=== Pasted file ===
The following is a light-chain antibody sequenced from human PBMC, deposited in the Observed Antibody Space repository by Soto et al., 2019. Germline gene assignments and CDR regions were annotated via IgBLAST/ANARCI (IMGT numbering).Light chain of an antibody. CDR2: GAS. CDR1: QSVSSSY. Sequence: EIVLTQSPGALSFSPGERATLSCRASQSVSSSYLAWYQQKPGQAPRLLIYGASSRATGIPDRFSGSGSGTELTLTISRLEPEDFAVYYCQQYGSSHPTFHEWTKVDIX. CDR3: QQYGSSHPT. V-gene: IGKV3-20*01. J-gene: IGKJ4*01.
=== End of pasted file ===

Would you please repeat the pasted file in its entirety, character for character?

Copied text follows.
The following is a light-chain antibody sequenced from human PBMC, deposited in the Observed Antibody Space repository by Soto et al., 2019. Germline gene assignments and CDR regions were annotated via IgBLAST/ANARCI (IMGT numbering).Light chain of an antibody. CDR2: GAS. CDR1: QSVSSSY. Sequence: EIVLTQSPGALSFSPGERATLSCRASQSVSSSYLAWYQQKPGQAPRLLIYGASSRATGIPDRFSGSGSGTELTLTISRLEPEDFAVYYCQQYGSSHPTFHEWTKVDIX. CDR3: QQYGSSHPT. V-gene: IGKV3-20*01. J-gene: IGKJ4*01.